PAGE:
For one thing, Nick had colic. If you haven’t been exposed to colic, you win that one! In retrospect, the illness probably did not last more than a few months. But as it ran its course, he hurt when he was hungry, and cried and cried until he ate. Then he was mostly quiet while eating. Then he hurt while he was digesting, and cried and cried again until he finished digesting. At which point, he began to get hungry again . . .! And most of the time, for “cry,” read “scream!”
That’s a key lesson for parents. You often can’t control or reason with the apparently selfish and insistent needs of your baby. I couldn’t use logic or anything else to convince Nick not to scream. I had to live with it, and subordinate my own impatience and frustration to it. I barely noticed what was happening. There wasn’t time. Just taking care of even a well baby’s needs is a full-time job that you have not been trained for.
Time was my big problem from day one. Having been up all night when Nick was born, I then checked right in at the office after a 50-block walk downtown, before returning home on the subway to sleep. This was not masochism. My chosen profession is very demanding. Corporate law takes pride in making excessive demands of its practitioners. Phrased like that, corporate law sounds a lot like a baby before it develops the capacity to reason! That is an accurate impression, let me tell you.
Trying to satisfy the competing demands of children and legal employers has been a way of life throughout my fathering years.
In the early years, corporate law won. I couldn’t afford to antagonize New York law firm partners of a generation who literally did not understand how anything could come before work. If they couldn’t, neither could I.
What I could and did do was leave New York, a demanding environment for associates in law firms, to move to Paris. Paris was very good for children on an institutional level, and I hoped that it would also be good in terms of the time that my job demanded.
But the Paris firm too was American-owned and managed, and its profits too were a direct function of how hard its lawyers worked. Plus Sunshine continued in her demanding legal career, meaning that both of us had professional constraints interfering with parenting.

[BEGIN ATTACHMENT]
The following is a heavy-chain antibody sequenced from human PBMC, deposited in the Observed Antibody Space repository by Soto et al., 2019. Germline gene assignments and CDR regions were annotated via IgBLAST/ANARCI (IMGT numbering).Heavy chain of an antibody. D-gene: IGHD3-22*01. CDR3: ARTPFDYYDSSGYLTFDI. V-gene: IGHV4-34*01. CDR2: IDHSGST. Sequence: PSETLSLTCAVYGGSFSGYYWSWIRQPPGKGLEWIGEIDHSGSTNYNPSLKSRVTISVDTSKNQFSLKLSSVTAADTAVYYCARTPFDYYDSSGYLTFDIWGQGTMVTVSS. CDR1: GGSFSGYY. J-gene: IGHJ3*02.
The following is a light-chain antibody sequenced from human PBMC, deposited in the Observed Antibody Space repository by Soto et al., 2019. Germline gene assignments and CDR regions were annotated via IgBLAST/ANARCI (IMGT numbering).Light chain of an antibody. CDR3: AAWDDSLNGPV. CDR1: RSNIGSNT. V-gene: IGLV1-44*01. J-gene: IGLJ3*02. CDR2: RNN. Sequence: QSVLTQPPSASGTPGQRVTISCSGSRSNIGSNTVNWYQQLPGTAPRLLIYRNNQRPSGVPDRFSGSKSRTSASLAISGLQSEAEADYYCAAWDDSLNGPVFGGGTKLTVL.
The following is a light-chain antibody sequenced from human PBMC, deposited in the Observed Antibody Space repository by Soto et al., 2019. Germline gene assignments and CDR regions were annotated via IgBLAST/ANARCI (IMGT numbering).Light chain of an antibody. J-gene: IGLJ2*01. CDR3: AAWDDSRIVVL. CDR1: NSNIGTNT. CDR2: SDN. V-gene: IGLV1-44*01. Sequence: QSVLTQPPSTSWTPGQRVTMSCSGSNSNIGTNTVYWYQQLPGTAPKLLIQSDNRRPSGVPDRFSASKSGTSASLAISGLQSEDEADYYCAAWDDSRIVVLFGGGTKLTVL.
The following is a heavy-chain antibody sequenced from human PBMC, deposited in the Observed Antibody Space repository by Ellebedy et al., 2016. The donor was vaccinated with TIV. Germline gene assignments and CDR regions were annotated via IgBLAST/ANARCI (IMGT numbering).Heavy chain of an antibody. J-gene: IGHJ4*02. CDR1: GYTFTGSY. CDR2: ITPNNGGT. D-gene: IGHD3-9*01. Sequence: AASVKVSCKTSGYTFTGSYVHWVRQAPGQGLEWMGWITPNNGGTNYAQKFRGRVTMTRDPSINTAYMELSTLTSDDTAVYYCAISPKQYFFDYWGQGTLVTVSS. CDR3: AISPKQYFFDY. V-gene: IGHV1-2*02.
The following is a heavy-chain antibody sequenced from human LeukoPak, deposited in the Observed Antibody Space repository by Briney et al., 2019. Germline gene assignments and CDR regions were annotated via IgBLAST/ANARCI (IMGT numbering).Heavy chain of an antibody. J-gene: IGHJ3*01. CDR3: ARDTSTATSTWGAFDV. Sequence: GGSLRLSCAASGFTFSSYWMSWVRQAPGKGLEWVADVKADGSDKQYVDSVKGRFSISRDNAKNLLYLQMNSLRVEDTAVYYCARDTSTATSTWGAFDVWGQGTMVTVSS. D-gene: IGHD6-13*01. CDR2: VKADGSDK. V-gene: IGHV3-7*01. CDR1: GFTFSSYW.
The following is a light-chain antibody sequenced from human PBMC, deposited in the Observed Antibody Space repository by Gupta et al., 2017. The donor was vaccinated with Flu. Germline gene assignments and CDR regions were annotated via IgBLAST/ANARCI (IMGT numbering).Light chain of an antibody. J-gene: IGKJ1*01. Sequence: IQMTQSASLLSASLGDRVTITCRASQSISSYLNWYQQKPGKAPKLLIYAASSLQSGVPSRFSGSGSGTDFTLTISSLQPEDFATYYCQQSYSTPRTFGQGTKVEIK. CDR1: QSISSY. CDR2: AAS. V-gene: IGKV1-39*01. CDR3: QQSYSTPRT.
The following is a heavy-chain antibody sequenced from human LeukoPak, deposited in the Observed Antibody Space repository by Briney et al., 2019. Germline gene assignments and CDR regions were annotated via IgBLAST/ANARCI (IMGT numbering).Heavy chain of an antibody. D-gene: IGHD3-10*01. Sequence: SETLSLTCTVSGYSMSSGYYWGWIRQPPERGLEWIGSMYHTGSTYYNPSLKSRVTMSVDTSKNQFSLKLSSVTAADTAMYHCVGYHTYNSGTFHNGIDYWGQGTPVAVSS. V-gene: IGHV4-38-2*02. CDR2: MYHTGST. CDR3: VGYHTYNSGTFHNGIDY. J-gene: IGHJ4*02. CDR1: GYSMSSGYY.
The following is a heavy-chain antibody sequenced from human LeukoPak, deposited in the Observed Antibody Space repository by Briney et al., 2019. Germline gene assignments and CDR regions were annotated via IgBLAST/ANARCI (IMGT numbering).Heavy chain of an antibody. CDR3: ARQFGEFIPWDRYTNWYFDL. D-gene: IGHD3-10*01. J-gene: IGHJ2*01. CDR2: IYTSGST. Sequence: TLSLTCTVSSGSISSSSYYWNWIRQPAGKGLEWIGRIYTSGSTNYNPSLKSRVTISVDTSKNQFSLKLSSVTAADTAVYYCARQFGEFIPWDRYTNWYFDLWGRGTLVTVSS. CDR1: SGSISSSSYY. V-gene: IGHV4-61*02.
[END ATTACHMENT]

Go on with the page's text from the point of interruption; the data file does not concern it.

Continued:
When Charlie arrived, Marie-Hélène was no longer working (she hadn’t worked since moving in with me), and so he had plenty of maternal attention. I was less busy, but my presence was less working independently
It’s hard to say what ultimately freed me from the excessive demands of corporate legal practice, but as time went on I got better at finding that freedom. It happened first in Paris, the plus side of a lay-off, and again in Santa Cruz, ditto! I had more time for the children, through working a more normal 40 hours a week. There are still moments when I’m buried, of course, but that was no longer the norm.
During the period beginning in 1999 after the children were all together with us and before they began moving out, being a father was at its peak: it was so good that at times I couldn’t believe it. Not that it was painless: isn’t it a French saying that first they tread on your toes, and then they tread on your heart? They do. It was far from painless. Each one of them knew and knows how to drive you crazy. And from time to time she or he did. And from time to time he or she will.
This period with all of us together lasted maybe six years, and we had interludes where they were all together with us again until Tom moved back to Paris in December 2007, another two years. I can’t imagine another period of my life to come being so full of laughter and love, of misery and concern. I can’t imagine waking up again to days so rich and long and full of the unexpected.
But it’s okay if nothing comparable happens in the future. I’ve had my time surrounded by the vibrant energy and unmanageable motion of a tribe of beautiful bright children, my own beautiful bright children, and I’ll always have the memories of those extraordinary and fabulous years. And you are sharing them here.